Milliman: Health Costs Rising Again

The latest annual edition of the Milliman Medical Index (which estimates “the cost of healthcare for a typical American family of four covered by an average employer-sponsored preferred provider organization”) suggests that last year’s moderate rate of growth was idiosyncratically low.

Last year’s 5.4% growth rate was the lowest in the history of the Index. This year, the growth rate has climbed to 6.3 percent – exactly the same as 2013.

Milliman also concludes that the “Cadillac tax” is fast approaching, especially for workers at smaller firms.

Local Governments Must Disclose Retiree Health Liabilities Properly

U.S. state and local governments will have to report billions of dollars in health-care liabilities on their balance sheets under an accounting change aimed at improving disclosure of retiree benefits.

As a result of rules approved Tuesday by the Governmental Accounting Standards Board, municipalities and states will have to record the cost of health insurance and other benefits besides pensions in financial statements, the board said in a statement. Such costs are currently disclosed only in footnotes. (Darrell Preston, BloombergBusiness, June 2, 2015)

This great news is the result of years of grinding out the issue. State and local authorities have had to carry pension liabilities on their balance sheets for years now. Allowing them to keep retiree health liabilities offside biased negotiations in favor of health benefits because they could be more easily disguised from municipal bond investors and taxpayers.

This is surely a major cause of inflated health benefits for current government workers as well (which we’ve discussed here and here.) The new rule will dampen these benefits, which should help keep health costs down.

(Read the entire rule here.)

Are Insurers Prevailing Over Drug Makers?

Variety of Medicine in Pill BottlesLess than a year ago, it looked like health insurers were sending up trial balloons to see if they could get the federal government to regulate the research-based pharmaceutical industry as a utility. This was a reaction to high prices for new drugs like Sovaldi®. Today, the issue is being dialed back:

Express Scripts, the largest pharmacy benefits manager in the U.S. initially refused to put Sovaldi® on its formulary. Now, it looks like both sides might have come to a businesslike accommodation:

That taught Amgen and other drugmakers a lesson. Avoiding hostility with insurers and PBMs is now a paramount industry goal. “Every company is saying, ‘We don’t want to replicate what happened with Sovaldi. So let’s sit down and talk,’ ” says Steve Miller, chief medical officer of Express Scripts. “It’s very clear that it has changed the dynamic in the marketplace.” (Arlene Weintraub, “Big Pharma and Insurers Play Nice,” BloombergBusiness, May 28, 2015)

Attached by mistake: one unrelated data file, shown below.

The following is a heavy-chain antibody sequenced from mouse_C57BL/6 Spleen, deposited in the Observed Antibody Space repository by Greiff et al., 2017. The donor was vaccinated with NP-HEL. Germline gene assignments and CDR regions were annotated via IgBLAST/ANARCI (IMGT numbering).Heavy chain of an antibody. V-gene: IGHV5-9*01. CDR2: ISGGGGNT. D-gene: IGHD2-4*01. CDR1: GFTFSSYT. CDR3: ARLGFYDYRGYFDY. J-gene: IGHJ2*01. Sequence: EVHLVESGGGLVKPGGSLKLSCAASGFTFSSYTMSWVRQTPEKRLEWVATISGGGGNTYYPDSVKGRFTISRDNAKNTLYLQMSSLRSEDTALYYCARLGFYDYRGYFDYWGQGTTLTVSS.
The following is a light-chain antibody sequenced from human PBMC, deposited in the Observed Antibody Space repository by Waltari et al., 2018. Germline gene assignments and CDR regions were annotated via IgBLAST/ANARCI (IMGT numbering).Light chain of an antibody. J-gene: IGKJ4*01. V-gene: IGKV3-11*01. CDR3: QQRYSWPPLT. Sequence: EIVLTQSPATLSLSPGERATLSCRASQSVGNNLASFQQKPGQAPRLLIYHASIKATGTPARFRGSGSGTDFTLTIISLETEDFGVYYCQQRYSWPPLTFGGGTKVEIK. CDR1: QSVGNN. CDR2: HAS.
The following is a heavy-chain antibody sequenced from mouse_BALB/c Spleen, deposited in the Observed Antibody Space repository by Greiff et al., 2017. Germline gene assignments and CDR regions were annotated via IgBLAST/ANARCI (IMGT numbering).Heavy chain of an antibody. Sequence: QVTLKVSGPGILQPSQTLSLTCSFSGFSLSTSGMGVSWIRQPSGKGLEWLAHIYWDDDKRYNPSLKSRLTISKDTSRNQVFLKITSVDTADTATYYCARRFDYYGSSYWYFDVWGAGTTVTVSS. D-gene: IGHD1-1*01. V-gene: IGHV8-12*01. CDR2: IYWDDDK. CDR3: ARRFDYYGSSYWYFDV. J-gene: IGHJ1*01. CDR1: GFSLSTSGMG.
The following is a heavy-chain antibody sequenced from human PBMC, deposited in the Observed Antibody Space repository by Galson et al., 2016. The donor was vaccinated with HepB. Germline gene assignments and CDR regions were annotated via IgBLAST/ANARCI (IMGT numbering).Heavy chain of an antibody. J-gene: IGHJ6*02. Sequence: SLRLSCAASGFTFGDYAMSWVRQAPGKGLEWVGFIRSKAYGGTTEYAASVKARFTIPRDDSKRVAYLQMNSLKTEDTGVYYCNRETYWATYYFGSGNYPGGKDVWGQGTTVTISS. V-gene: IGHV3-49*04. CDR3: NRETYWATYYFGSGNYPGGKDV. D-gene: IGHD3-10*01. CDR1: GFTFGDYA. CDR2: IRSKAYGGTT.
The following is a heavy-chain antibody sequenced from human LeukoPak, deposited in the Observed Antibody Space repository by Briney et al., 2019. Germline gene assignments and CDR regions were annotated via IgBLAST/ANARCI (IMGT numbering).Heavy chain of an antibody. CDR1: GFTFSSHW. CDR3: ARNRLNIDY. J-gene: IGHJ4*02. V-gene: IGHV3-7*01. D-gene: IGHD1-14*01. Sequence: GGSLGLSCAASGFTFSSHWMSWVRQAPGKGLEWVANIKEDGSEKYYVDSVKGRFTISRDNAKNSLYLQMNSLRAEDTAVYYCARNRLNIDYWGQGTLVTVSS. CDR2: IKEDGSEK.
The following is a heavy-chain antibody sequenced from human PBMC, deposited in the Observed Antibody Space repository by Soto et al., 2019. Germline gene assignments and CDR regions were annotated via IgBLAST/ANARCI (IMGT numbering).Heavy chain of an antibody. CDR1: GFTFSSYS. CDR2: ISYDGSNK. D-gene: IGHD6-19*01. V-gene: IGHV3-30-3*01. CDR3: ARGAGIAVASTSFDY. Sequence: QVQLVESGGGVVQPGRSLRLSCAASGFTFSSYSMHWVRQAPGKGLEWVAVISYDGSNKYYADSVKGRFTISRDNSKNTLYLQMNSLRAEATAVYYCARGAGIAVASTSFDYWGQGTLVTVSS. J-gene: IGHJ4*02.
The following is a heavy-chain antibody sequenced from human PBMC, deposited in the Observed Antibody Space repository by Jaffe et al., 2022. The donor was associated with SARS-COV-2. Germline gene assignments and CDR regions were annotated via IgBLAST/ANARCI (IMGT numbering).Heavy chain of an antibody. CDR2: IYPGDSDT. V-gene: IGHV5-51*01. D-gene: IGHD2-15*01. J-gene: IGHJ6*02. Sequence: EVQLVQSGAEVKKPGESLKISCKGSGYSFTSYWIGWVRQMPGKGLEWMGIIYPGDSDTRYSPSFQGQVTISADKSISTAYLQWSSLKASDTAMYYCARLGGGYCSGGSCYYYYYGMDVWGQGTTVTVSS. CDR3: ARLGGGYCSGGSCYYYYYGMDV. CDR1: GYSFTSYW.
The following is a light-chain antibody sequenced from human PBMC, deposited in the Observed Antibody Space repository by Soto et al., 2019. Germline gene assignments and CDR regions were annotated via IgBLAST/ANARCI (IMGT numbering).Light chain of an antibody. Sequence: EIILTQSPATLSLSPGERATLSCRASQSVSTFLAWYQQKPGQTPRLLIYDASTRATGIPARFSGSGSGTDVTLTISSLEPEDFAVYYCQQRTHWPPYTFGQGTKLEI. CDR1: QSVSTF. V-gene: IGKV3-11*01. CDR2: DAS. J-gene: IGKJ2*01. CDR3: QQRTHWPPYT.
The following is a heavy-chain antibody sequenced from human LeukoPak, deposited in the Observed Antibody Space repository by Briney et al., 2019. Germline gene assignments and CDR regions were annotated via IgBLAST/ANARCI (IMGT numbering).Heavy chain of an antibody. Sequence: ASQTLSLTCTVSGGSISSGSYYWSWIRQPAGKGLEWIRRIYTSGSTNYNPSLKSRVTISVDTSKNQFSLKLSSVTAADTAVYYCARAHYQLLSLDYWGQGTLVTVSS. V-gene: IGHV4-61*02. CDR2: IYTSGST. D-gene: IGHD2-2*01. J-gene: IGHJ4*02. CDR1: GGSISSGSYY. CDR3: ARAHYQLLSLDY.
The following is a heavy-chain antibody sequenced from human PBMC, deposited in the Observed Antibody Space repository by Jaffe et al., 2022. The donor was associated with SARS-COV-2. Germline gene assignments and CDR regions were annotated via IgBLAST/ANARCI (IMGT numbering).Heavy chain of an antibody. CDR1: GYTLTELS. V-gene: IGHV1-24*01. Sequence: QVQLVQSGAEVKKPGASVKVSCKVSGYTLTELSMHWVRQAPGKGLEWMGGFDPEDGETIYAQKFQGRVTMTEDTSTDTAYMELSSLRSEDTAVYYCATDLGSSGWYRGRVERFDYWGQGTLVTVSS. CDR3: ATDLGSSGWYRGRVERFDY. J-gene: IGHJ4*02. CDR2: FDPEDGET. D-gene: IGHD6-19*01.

Insurers’ newfound power is extending beyond drugs for Hepatitis C and cancer:

Health Spending Unscathed In Shrinking Economy

This morning’s terrible revision to first quarter GDP – from an initial estimate of 0.2 percent real growth to a real loss of 0.7 percent – confirms that health spending stands over our weak economy like a colossus.

In the initial estimate, personal consumption spending on health services increased by $23 billion (chained 2009 dollars). Today’s second estimate reports $24.2 billion (Table 3, line 17). So, we can be pretty confident that the folks at the Bureau of Economic Analysis who do this good work have mastered how to measure spending on health services.

This emphasizes how much of our prosperity is being devoured by a health system that is still driving everyone crazy, post-Obamacare. The real drop in GDP was a loss of $30.6 billion.

Breast Cancer Screening Update

Women joggingYou may recall controversy circa 2009 and 2010, when the Affordable Care Act was passed, about whether women in their 40s would get “free” mammograms every year. In 2009, the US Preventive Services Task Force issued guidelines recommending annual mammograms starting at 50 years, not 40 (as previously recommended).

Needless to say, this upset many people. The American Cancer Society maintained its recommendation that preventive screening start at 40, as did the Mayo Clinic. Politicians took note, and made an exception in Obamacare for mammograms, such that the 2009 USPSTF revision was ignored when it came to Obamacare’s “free” preventive care.

The USPSTF looks ready to re-issue its guideline, which means “free” mammograms for women in their 40s will not be mandated by Obamacare. Avalere Health has published a study estimating that this could “eliminate guaranteed coverage” for 17 million women.